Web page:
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Not All Men, But These Ones

SAYNOTALLMENAGAIN

Trigger Warning for the many ways we experience violence at the hands of (not all) men, including CSA, SA, rape, VAWG.

I saw a quote a while back that hit home for me. I can’t find it now, but it went something like this:

The issue is not that all men are violent. The issue is that nearly all women have experienced violence at the hands of men.

The sad but true fact is that while not all men are violent, men do commit violence against women and non-binary people (and other men—in fact, according to the FBI, most violent crimes are committed by men).

I have told parts of my story before here and there. And I suspect that I will do so again. In this case, I’m reprising my tale now in order to join others who have shared their litanies of violence as a counter to the superfluous yet oh-so-ubiquitous cries of “not all men.” Because FFS, dudes. Enough already.

derail“Not all men” is a derailing tactic and serves literally no other purpose than to focus attention away from male violence and center it on the man decrying the unfairness of it all.

When people who are not men say “men do this,” we’re reporting that our experience is that enough men do this that it stands out that men do this. The fact that men do this contributes to an overall feeling of oppression. Men do engage in behaviors that perpetuate patriarchy. Men do engage in behaviors that perpetuate sexism and misogyny. Men do these things without even thinking about them because the men who came before them did it and because too often no one does so much as turn away in disapproval when it happens.

Not all men did these things to me, but these men did.

The man who sucked my tongue, fondled my genitals, and taught me to give him a blow job when I was three.

The man who was my uncle by marriage and came in my mouth when I was six, then spent hours trying to get into my underwear as we camped out in the yard.

The man who fondled my nipples when I was seven or eight during a nighttime hide-and-go-seek game at my cousin’s house.

The man who flexed his exposed erection at me and my friend when we were 9 via the leg of his shorts.

The man—a trusted family friend—who gave me music lessons when I was 9 and performed oral sex on me while my parents weren’t home.

The man who used a finger cot to make his penis small enough to fit inside me when I was 10. Who also gave me a cigar tube to practice with at home.

The man who pulled his truck over as I walked down the street, opened his door, stepped out naked and masturbated while staring at me.

The 14-year-old boy who violently raped me when I was 12 and smoking weed with him in a fort behind my neighbor’s house.

The man who had sex with me in his van knowing that I was a 12-year-old rape victim (but probably not really believing that second part).

The boys and men who repeatedly “pantsed” me over my loud objections and ridiculed me when I was angry.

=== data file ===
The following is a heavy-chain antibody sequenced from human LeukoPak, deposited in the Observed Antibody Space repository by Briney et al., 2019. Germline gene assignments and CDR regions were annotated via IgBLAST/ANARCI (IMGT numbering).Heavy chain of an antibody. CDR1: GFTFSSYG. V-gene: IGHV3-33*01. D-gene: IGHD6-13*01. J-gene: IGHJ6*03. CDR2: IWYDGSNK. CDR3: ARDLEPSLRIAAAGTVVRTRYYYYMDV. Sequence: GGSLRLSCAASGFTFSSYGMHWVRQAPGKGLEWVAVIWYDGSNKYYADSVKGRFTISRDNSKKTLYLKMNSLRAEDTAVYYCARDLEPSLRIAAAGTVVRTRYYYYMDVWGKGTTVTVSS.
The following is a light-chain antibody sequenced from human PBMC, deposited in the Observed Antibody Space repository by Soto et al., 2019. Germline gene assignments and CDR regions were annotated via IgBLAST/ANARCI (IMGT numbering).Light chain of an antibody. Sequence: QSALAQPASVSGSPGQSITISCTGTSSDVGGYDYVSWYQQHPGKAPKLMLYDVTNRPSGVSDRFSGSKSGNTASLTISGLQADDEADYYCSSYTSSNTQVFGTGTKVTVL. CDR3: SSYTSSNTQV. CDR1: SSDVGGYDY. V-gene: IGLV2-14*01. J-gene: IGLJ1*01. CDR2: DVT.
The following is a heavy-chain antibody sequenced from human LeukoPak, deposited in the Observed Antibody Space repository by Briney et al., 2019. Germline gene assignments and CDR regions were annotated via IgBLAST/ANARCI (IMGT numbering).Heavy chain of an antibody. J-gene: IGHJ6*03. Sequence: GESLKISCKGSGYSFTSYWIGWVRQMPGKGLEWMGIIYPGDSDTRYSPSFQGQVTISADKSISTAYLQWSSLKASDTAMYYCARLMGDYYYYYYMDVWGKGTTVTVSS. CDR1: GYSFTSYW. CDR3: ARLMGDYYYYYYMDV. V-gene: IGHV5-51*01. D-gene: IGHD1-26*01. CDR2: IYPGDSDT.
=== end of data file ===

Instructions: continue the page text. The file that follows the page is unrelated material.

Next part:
The two men who took turns raping me while I was passed out drunk at my first kegger when I was 14.

The many, many men—adults—who gave me alcohol and drugs and got their rocks off on me when I was a troubled teen.

The man who exposed his genitals to me in a grocery store parking lot when I was 16.

The man who spent a drunken night trying to coerce me into sleeping with him when I was 16.

The man who raped me when I was 16 because I said no after a night of partying with him and his friend.

The man who attempted to grab me on a dark street as I rode my bike to a friend’s house, 16 and pregnant, and only stopped because I scared him with my primal and guttural GET THE FUCK AWAY FROM ME.

The man who beat the shit out of me in front of my 2-year-old for leaving a party when I was 18.

The man who decided that the fact that I was unconscious on his sofa meant he could go ahead and rape me.

The man who thought because we were friends and had been sexual in the past, it was ok to straddle my drunken body and ejaculate on my chest after I said no to sex.

The many men who have wished me harm here on my blog and on social media.

How many men is enough? How many men must commit violence upon my person before it’s ok if I just say “men did this”?

Men did these things. Not all men. But enough of them that this list is not even complete. Men did these things. And every time some dude Kool-Aid-Mans into a thread where people who are not men discuss male violence to declare that not all men did these things, the only thing he makes clear is that he is utterly ignorant and unwilling to listen to people who are not just like him.

Not all men. Just dozens of men in my case. Hundreds if you count my circle of friends and relatives. Thousands if you count their friends and the people they love.

And that’s enough.


PSA: Abusive commenters will be deleted and banned, so kindly piss off in advance. (Comment Policy)